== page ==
Groovy  Apache Groovy

Classifying Iris Flowers with Deep Learning, Groovy and GraalVM

by paulk

Posted on Saturday June 25, 2022 at 10:52AM in Technology

iris_description.pngA classic data science dataset captures flower characteristics of Iris flowers. It captures the width and length of the sepals and petals for three species (Setosa, Versicolor, and Virginica).

The Iris project in the groovy-data-science repo is dedicated to this example. It includes a number of Groovy scripts and a Jupyter/BeakerX notebook highlighting this example comparing and contrasting various libraries and various classification algorithms.

Technologies/libraries covered
Data manipulationWekaTablesawEncogJSATDatavecTribuo
ClassificationWekaSmileEncogTribuoJSATDeep Learning4JDeep Netts
VisualizationXChartTablesaw Plot.lyJavaFX
Main aspects/algorithms coveredReading csv, dataframes, visualization, exploration, naive bayes, logistic regression, knn regression, softmax regression, decision trees, support vector machine
Other aspects/algorithms coveredneural networks, multilayer perceptron, PCA

Feel free to browse these other examples and the Jupyter/BeakerX notebook if you are interested in any of these additional techniques.


For this blog, let's just look at the Deep Learning examples. We'll look at solutions using Encog, Eclipse DeepLearning4J and Deep Netts (with standard Java and as a native image using GraalVM) but first a brief introduction.

Deep Learning

Deep learning falls under the branches of machine learning and artificial intelligence. It involves multiple layers (hence the "deep") of an artificial neural network. There are lots of ways to configure such networks and the details are beyond the scope of this blog post, but we can give some basic details. We will have four input nodes corresponding to the measurements of our four characteristics. We will have three output nodes corresponding to each possible class (species). We will also have one or more additional layers in between.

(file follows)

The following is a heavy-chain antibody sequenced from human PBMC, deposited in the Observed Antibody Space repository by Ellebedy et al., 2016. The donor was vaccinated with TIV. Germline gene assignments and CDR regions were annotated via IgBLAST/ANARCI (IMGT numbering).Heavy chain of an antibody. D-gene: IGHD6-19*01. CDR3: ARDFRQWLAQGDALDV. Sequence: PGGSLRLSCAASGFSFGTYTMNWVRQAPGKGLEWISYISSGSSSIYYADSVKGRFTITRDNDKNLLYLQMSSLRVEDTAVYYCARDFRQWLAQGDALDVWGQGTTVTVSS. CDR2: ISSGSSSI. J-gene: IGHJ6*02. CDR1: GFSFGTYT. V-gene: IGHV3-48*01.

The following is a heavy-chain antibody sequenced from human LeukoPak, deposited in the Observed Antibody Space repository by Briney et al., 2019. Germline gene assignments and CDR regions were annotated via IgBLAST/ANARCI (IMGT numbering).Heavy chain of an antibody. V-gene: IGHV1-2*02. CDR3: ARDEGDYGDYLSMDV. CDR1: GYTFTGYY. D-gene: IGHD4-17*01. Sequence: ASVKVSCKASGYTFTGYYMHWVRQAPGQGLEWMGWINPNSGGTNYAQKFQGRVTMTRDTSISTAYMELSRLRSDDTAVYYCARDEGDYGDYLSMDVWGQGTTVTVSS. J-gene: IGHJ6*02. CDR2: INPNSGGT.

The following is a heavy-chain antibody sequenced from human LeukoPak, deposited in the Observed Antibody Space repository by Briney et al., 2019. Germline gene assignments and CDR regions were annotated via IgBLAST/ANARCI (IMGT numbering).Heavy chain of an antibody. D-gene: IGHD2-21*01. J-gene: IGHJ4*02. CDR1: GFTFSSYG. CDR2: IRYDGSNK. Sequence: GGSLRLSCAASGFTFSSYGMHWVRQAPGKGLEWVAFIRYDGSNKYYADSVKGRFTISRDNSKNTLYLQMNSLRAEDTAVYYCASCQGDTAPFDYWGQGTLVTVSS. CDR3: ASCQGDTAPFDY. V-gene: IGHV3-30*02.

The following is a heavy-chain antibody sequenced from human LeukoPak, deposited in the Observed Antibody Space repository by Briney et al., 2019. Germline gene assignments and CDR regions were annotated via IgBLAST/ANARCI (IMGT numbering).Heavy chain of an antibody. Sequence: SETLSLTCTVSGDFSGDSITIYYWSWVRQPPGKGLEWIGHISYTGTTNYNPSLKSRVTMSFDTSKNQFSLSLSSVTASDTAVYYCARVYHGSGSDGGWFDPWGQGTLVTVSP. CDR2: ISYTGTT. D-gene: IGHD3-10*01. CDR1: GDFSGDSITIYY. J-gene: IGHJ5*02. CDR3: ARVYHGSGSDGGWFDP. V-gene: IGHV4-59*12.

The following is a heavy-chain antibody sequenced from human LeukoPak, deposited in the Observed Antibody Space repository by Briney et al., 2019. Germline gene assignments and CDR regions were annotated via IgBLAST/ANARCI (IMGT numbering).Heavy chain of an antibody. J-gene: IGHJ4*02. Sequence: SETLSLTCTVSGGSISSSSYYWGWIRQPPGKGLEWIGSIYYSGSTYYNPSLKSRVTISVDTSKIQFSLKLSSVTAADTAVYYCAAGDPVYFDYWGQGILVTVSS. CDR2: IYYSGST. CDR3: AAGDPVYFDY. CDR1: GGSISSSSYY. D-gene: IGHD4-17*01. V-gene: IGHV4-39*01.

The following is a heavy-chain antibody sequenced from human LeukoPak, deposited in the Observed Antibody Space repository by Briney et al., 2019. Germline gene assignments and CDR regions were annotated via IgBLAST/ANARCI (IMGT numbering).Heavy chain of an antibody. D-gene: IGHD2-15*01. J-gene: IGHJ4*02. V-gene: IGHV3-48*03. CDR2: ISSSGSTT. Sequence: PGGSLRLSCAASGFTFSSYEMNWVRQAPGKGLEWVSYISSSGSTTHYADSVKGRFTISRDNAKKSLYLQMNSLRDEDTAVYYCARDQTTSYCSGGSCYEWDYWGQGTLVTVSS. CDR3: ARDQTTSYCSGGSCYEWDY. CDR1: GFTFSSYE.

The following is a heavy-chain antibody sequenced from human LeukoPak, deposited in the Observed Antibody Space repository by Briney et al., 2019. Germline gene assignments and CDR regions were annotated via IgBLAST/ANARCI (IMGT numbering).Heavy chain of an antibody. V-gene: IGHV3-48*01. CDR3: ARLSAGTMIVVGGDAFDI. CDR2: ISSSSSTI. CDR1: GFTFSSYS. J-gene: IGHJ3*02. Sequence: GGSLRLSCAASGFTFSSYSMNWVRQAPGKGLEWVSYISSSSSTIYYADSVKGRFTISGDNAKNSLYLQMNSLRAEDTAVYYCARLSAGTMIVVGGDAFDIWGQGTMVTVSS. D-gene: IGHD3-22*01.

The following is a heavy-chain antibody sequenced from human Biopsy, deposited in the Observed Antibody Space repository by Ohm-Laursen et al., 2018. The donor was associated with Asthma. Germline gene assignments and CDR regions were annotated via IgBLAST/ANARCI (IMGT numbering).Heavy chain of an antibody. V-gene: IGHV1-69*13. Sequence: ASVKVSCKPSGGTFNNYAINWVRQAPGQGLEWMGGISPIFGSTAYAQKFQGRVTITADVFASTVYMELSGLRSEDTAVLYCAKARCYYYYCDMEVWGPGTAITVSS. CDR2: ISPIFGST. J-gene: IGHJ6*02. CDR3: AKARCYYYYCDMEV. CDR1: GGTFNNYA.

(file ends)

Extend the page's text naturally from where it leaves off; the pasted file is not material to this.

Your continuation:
Each node in this network mimics to some degree a neuron in the human brain. Again, we'll simplify the details. Each node has multiple inputs, which are given a particular weight, as well as an activation function which will determine whether our node "fires". Training the model is a process which works out what the best weights should be.


The math involved for converting inputs to output for any node isn't too hard. We could write it ourselves (as shown here using matrices and Apache Commons Math for a digit recognition example) but luckily we don't have to. The libraries we are going to use do much of the work for us. They typically provide a fluent API which let's us specify, in a somewhat declarative way, the layers in our network.

Just before exploring our examples, we should pre-warn folks that while we do time running the examples, no attempt was made to rigorously ensure that the examples were identical across the different technologies. The different technologies support slightly different ways to set up their respective network layers. The parameters were tweaked so that when run there was typically at most one or two errors in the validation. Also, the initial parameters for the runs can be set with random or pre-defined seeds. When random ones are used, each run will have slightly different errors. We'd need to do some additional alignment of examples and use a framework like JMH if we wanted to get a more rigorous time comparison between the technologies. Never-the-less, it should give a very rough guide as to the speed to the various technologies.


Encog is a pure Java machine learning framework that was created in 2008. There is also a C# port for .Net users. Encog is a simple framework that supports a number of advanced algorithms not found elsewhere but isn't as widely used as other more recent frameworks.

The complete source code for our Iris classification example using Encog is here, but the critical piece is: